Like all parents, you long to have your child run through the door at the end of the day, his face alight with the excitement of a new idea or experience. And, happily, this happens sometimes.
But on other days, your child slinks through the door sullen or frustrated, ready to give up or feeling put down. No doubt, as the parent of a child with attention deficit disorder (ADD ADHD), dyslexia, or other learning disabilities, you’ve taken concrete steps — buying your child a daily planner, having your child sit in the front of the classroom — that help him overcome some of his hurdles to learning.
What’s critical to inspiring success in a child with AHDD but often overlooked is building strong relationships with the school and teacher.
These are the relationships that can create a positive learning environment. A child with ADHD or dyslexia who feels fear or shame will not be adventurous enough to engage intellectually, no matter where he sits in a classroom. An environment of trust and hope, however, provides a place where a child can thrive.
I love to tell the story of my first-grade teacher, Mrs. Eldredge, who gave me confidence in my ability to read by being particularly supportive of my efforts. Though I had dyslexia and struggled mightily, she simply saw me as a child who needed a warm, safe place to try his hardest. At the end of first grade, I was still a bad reader, but I was the most enthusiastic reader in the class...and on my way to a career in words.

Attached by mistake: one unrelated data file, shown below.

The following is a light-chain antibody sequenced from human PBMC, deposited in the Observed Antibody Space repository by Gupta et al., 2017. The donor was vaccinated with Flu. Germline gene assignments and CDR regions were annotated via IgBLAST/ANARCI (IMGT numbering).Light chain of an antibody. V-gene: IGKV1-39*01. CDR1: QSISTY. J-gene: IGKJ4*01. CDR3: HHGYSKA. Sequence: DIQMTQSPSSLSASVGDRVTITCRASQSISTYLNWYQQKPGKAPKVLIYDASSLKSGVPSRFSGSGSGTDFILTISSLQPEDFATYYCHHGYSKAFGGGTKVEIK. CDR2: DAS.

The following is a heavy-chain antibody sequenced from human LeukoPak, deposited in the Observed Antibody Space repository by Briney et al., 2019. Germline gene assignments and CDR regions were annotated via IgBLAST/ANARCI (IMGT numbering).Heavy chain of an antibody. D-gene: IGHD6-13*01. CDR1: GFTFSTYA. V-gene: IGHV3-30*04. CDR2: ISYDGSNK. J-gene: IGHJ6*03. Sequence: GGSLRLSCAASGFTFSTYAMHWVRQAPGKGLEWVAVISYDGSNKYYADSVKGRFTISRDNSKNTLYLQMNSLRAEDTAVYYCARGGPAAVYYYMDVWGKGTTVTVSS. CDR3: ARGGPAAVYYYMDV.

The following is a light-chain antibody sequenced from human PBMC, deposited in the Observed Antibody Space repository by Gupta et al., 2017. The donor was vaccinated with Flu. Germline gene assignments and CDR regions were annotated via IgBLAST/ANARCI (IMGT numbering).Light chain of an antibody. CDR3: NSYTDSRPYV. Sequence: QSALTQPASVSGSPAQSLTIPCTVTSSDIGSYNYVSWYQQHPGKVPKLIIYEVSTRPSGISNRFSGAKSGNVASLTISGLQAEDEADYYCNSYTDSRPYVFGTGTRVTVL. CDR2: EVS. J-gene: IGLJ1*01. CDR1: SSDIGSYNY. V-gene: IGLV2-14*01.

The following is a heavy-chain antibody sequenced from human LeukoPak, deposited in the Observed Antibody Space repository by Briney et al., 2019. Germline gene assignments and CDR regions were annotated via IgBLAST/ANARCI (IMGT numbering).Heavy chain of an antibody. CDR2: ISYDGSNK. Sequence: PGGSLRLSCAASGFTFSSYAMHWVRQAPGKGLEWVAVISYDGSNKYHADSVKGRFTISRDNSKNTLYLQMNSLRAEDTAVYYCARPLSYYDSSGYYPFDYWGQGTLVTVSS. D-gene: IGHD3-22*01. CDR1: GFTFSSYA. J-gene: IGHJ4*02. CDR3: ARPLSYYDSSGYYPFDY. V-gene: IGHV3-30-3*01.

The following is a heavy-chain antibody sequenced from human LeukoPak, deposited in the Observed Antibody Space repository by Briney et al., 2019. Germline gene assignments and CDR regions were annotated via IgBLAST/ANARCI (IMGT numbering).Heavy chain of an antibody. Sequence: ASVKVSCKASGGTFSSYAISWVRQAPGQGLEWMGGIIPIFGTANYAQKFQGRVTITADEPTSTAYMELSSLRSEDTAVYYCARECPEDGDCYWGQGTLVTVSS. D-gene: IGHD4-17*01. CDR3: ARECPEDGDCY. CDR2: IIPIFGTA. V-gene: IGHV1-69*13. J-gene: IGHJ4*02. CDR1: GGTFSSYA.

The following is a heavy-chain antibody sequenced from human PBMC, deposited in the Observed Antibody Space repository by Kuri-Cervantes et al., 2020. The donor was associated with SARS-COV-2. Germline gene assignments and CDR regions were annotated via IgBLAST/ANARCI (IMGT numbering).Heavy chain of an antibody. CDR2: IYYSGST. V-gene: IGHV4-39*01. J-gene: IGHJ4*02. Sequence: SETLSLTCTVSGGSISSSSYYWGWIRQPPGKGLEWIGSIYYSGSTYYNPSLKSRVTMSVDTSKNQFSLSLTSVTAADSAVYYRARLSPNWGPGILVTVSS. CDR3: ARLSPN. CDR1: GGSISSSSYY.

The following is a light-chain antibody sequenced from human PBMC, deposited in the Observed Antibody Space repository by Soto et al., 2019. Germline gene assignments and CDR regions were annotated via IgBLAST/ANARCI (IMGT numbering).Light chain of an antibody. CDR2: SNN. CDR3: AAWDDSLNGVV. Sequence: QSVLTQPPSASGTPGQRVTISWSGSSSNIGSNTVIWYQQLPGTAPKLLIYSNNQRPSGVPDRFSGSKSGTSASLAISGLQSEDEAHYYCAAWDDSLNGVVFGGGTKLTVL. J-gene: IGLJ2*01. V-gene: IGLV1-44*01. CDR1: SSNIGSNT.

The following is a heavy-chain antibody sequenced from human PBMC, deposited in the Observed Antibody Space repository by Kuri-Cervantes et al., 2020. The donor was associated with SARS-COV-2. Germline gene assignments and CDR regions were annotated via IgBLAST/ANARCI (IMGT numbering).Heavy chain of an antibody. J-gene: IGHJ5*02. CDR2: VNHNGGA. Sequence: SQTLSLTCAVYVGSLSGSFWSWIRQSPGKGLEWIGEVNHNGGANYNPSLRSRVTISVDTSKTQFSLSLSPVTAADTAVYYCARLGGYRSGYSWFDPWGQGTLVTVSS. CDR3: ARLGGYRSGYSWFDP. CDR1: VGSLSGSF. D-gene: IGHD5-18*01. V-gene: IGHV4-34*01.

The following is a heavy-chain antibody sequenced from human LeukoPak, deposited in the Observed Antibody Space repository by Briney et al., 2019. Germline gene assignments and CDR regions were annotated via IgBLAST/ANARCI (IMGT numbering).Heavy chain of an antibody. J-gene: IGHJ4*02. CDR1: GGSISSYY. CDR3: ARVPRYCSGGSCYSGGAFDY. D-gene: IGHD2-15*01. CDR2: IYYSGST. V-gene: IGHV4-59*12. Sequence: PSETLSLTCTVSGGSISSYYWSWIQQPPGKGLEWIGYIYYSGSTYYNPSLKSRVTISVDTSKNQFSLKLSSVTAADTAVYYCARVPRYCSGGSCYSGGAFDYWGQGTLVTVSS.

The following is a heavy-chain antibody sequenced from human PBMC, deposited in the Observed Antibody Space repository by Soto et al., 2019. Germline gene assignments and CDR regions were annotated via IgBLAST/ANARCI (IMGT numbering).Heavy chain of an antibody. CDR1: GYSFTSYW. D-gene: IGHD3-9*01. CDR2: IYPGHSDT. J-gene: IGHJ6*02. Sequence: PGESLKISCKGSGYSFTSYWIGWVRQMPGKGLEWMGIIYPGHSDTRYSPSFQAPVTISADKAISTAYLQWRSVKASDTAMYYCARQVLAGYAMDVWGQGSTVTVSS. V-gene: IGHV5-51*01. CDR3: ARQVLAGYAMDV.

So, how do you build the relationships that will help your child succeed? The usual approach — coming fully armed with information and demanding a course of action—tends to set up conflict. A more successful approach, and one that generates empathy and mutual respect, is to approach the teacher and the school in a spirit of cooperation.
If a teacher complains that your child is disruptive in class, it will be more productive to empathize than to suggest that the teacher needs to exert better control. “I know what you mean—he can really be exasperating, right? He does the same thing at home sometimes.” Give the teacher a chance to vent, then work together to develop a solution to the problem — a solution in which you can both be invested.
You probably have gathered lots of information about ADD and your child’s needs that can be a great help to his teachers, and it is important to share it. But unwrap that information as it is appropriate. Some of it should be shared immediately, so that teachers can get to know your child’s needs, but some of it should be shared later, after you have established a strong relationship. The ground for learning must be fertile for everyone, not just for students. A teacher will be more inclined to make the effort to learn about ADD and your child’s needs if she is happily involved and doesn’t feel threatened.
As your child takes steps toward success this year, remember that you, he, and his teachers are all part of a web of relationships. Don’t demand support. Inspire it.
This article comes from the August/September issue of ADDitude.